American News Media Cover Royal Wedding More Frequently than UK Counterparts

American News Media Cover Royal Wedding More Frequently than UK Counterparts

When it comes to the Royal Wedding, U.S. media outlets have out-published the Brits, according to The Nielsen Company, which analyzed online buzz in the United States, United Kingdom and Australia following the announcement of the engagement of Prince William and Kate Middleton in November 2010. The study of buzz on social media (blogs, message boards/groups) and traditional media finds that while the United Kingdom creates the greater overall level of consumer buzz about the Royal Wedding, the United States has the highest share of news coverage by traditional news sources, such as the online versions of newspapers and magazines.

Royal Wedding coverage from Traditional Media sources

U.S. News Media Take the Crown

Since the couple’s November 2010 engagement, there have been thousands of news posts about the Royal Wedding and its participants by U.S. news outlets, accounting for more than .3% of all news coverage immediately following the engagement and a steady stream of articles since. This share of news coverage from traditional media sources is considerably higher than in the U.K. and Australia. Given the varied number of news outlets, the share of news coverage is the best metric for comparison among the three markets; the share of news coverage by U.S. news outlets is more than twice that in the United Kingdom and Australia at the most recent measurement on April 3.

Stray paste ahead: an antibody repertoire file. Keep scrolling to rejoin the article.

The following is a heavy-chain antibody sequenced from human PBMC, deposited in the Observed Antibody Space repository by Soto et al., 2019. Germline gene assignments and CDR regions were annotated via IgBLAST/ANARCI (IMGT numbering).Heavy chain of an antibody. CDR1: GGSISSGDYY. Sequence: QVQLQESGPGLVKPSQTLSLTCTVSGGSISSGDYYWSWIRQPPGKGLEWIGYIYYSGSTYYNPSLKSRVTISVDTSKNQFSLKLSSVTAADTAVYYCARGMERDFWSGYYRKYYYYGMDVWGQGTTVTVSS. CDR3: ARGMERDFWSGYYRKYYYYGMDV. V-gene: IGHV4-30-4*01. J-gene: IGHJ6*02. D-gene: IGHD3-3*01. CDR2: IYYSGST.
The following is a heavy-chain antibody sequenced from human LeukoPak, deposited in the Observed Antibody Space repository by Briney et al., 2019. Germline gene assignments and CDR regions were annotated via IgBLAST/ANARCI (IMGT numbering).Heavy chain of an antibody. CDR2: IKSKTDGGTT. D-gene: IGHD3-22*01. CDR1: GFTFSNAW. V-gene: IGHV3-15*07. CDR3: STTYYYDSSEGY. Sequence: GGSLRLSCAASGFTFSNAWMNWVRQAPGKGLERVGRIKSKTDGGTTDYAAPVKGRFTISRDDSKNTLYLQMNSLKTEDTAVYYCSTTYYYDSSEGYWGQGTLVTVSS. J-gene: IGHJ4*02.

Kate vs. Prince William

Though Kate has received considerable interest online, Prince William continues to be the more popular subject of social media discussion in the United Kingdom, both by buzz volume and share of all buzz. William is also mentioned more often in the United States and Australia.

Overall the U.K. makes up a larger share of buzz about the Royal Wedding and its participants, while the more populous U.S. market had a greater volume of buzz since the engagement was announced.

Note: For the purposes of this analysis, Social Media use is defined as buzz from blogs and message boards/groups. Traditional Media includes posts/updates from the online counterparts of print and broadcast news outlets, online news publishers, industry publications, and wire services.